A patient is replanted to develop cancer from abnormalities



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Media permission"I should not have to fight someone else's cancer."

A woman who says that kidney reform was introduced into "death penalty" after she developed cancer from the organic organ who wants to investigate.

Pauline Hunt, 49, was from Kilmarnock in Ayrshire, who thought she gave up a new life in December when she got the new organ.

But she now has the lymph tools and she has told her she is too ill for chemotherapy.

The Scottish Government said he wanted to learn any lessons from that.

The suppression hospital and authorities confirm that safety protocols have been followed and a recognized risk of cancer spread is underestimated.

Pauline's hooks were re-designed at Queen Elizabeth Hospital in Glasgow in December 2017.

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Pauline Hunt

Caption of pictures

Pauline and her husband Gordon gave their wedding after the news

Pauline thought it was the second chance.

"I woke up the next morning and I was a good feeling. We were just on this new life.

"I was right for a few weeks and then I got this growth just over the hook's bed. They said it was fluid. But by the end of January I did not feel good again."

Ten weeks after the organism was given, Pauline's doctor told her she had to remove the hook.

The person who got the liver – one in Newcastle – had died after developing cancer.

After the surgery, it was confirmed that Paul's cancer, formerly a caretaker.

"He was a death sentence," she said.

"I do not know how long I am. I have obtained cancer from a contributing factor who should be so healthy that this should not happen."

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Pauline Hunt with her husband, Gordon

Pauline expects changes to the system to ensure that this is avoided in the future.

She said: "It should not happen. But he did, and I can not do anything to turn that back.

"But if this is the point that they change something, we win it.

"Not even my cancer I'm currently fighting, it's someone else's cancer that makes it harder for me.

"No one should have someone else's cancer fighting."

John Forsythe, the Medical Director for Organic Donation and Re-removal of Blood and NHS Trafficking, said: "We are aware of this serious issue and our thoughts are with the people who receive them and their families.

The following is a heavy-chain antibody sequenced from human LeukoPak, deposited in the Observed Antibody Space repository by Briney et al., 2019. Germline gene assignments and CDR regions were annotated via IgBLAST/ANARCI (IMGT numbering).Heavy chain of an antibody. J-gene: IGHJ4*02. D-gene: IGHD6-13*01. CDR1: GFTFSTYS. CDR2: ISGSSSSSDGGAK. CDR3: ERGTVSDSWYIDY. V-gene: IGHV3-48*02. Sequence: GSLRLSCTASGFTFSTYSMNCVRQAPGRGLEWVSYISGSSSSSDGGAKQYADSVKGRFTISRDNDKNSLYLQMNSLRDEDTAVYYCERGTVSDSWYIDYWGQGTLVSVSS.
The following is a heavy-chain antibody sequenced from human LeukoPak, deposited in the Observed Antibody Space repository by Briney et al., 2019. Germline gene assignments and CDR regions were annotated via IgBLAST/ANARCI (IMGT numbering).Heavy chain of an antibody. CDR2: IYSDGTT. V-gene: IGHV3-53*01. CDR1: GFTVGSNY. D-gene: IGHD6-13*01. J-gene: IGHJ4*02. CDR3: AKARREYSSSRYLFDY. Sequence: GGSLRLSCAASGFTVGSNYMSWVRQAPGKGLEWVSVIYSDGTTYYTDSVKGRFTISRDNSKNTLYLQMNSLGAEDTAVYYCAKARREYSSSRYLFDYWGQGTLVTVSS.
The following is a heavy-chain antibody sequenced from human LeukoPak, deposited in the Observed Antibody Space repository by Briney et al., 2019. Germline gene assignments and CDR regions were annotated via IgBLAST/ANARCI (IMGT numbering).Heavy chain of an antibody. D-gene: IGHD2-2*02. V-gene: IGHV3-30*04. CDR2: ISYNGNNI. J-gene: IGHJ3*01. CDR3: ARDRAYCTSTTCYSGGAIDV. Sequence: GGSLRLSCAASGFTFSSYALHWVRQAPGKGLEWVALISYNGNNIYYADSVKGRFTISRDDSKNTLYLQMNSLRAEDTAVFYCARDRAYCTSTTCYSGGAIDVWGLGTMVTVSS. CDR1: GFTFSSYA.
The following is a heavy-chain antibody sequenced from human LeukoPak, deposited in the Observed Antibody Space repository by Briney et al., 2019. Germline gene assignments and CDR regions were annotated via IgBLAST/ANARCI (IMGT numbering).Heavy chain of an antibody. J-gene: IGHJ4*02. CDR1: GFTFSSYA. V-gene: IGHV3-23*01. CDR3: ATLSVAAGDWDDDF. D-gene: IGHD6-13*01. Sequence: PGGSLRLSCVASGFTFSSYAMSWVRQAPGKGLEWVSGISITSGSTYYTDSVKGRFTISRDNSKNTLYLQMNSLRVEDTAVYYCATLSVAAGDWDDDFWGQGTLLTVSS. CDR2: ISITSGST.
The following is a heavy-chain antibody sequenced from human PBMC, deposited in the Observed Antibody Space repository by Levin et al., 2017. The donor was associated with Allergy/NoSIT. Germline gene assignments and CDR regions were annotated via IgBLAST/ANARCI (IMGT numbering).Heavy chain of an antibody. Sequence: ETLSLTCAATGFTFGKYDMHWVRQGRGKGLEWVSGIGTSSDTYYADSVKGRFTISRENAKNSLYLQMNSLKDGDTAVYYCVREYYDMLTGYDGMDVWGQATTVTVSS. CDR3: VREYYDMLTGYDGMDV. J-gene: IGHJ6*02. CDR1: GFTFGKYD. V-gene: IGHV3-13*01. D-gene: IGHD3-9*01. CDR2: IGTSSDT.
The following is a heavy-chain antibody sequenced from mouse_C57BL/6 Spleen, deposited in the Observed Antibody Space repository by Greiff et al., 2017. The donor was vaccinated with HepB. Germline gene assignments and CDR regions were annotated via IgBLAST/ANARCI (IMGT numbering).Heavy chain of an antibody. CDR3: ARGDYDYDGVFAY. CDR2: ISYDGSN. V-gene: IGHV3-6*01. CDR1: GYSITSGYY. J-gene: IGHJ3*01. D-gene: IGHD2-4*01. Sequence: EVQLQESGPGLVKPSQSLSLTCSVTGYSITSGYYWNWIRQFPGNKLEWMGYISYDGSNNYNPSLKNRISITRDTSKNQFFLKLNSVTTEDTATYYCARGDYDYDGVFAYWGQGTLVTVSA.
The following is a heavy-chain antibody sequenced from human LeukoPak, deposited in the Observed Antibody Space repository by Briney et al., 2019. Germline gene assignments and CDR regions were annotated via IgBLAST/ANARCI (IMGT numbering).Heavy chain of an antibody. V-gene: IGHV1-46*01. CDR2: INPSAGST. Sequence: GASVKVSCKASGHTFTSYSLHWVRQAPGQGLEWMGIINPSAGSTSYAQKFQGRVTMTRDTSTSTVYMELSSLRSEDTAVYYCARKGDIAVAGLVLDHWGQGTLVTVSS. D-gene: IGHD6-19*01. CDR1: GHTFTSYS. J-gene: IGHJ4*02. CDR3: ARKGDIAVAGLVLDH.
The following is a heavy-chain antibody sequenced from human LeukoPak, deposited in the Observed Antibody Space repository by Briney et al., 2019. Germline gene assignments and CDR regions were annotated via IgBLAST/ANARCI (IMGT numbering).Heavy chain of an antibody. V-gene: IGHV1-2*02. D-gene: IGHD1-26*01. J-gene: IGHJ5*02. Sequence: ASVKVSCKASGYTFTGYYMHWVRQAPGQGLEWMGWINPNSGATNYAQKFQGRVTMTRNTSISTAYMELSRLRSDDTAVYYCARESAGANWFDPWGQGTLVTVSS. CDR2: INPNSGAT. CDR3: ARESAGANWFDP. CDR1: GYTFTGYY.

"We can prove that an investigation has found that all processes have been followed correctly.

"For all our donors, we will carefully review their medical history and make new tests. If anomaly is found through the re-collection of organs , we will do a biopsy. "

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It is rare for patients to replant cancer, but there is a risk to their cancer; process

He said that a donation had to be repeated and replaced quickly and they usually followed unexpected death.

"In rare cases, the donor can not have a small tumor that can not be done with the tests that can be done in the limited time available before re-inserting," said e.

"This means that there is a recognized risk of uncertain cancer distribution, although thankfulness is very strange."


Orchid planning

There was a reimbursement of 4,039 people from donations that died in the UK last year.

The risk of cancer is given from a contributors to the person who gets out about 1 in 2,000 replies.

Between 2001 and 2010 in the UK, 15 out of 30,765 recipients were re-planned with donations given to gifts, and three died as a result.

During the same period, 4,093 patients died while they were waiting for replacing.


The Scottish Government spokeswoman said he was "a very serious case".

He said: "Despite detailed studies and exams on groups that have been donated by specialist medical staff, as there is a small amount of time in which a contribution must be made and replacing, Fortunately, all the dangers that may be discharged can not be reduced.

"The health secretary is trying to make sure that all investigations have taken place on Ms Wright's case situation so that any lessons that can be learned are set, & # 39 ; including the review of NHS Blood and Transplant. "

A spokesperson for NHS Greater Glasgow and Clyde said: "Repeated process, including disorder, has recognized risks and are carefully discussed at different levels in in preparing the patient to re-issue.

"In this case, two of our senior clusters have both content progressed with the re-abolition of this hard process.

"Both patients and their families were fully informed of this research and found their result that the situation could not be expected and that the cure and the conclusions clinically appropriate and complete completely with the strict protocols for replacing. "

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